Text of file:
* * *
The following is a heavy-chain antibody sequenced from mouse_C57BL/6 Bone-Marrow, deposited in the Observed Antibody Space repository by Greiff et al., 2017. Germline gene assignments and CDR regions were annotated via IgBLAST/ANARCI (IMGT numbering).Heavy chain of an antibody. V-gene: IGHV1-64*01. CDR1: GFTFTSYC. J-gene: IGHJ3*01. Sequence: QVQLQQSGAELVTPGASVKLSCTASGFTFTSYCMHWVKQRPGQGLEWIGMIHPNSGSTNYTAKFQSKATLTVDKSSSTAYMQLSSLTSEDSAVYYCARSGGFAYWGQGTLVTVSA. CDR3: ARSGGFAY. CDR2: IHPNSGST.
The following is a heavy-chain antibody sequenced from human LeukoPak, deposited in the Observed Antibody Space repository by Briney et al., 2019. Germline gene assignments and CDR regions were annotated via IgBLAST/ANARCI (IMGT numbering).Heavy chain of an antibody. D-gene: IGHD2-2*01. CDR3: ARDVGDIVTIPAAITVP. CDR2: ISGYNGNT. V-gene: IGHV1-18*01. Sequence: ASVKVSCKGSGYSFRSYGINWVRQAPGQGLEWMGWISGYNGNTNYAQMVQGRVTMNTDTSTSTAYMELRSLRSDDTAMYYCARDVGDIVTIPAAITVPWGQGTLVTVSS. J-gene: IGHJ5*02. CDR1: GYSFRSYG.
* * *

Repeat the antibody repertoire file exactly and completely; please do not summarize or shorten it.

The following is a heavy-chain antibody sequenced from mouse_C57BL/6 Bone-Marrow, deposited in the Observed Antibody Space repository by Greiff et al., 2017. Germline gene assignments and CDR regions were annotated via IgBLAST/ANARCI (IMGT numbering).Heavy chain of an antibody. V-gene: IGHV1-64*01. CDR1: GFTFTSYC. J-gene: IGHJ3*01. Sequence: QVQLQQSGAELVTPGASVKLSCTASGFTFTSYCMHWVKQRPGQGLEWIGMIHPNSGSTNYTAKFQSKATLTVDKSSSTAYMQLSSLTSEDSAVYYCARSGGFAYWGQGTLVTVSA. CDR3: ARSGGFAY. CDR2: IHPNSGST.
The following is a heavy-chain antibody sequenced from human LeukoPak, deposited in the Observed Antibody Space repository by Briney et al., 2019. Germline gene assignments and CDR regions were annotated via IgBLAST/ANARCI (IMGT numbering).Heavy chain of an antibody. D-gene: IGHD2-2*01. CDR3: ARDVGDIVTIPAAITVP. CDR2: ISGYNGNT. V-gene: IGHV1-18*01. Sequence: ASVKVSCKGSGYSFRSYGINWVRQAPGQGLEWMGWISGYNGNTNYAQMVQGRVTMNTDTSTSTAYMELRSLRSDDTAMYYCARDVGDIVTIPAAITVPWGQGTLVTVSS. J-gene: IGHJ5*02. CDR1: GYSFRSYG.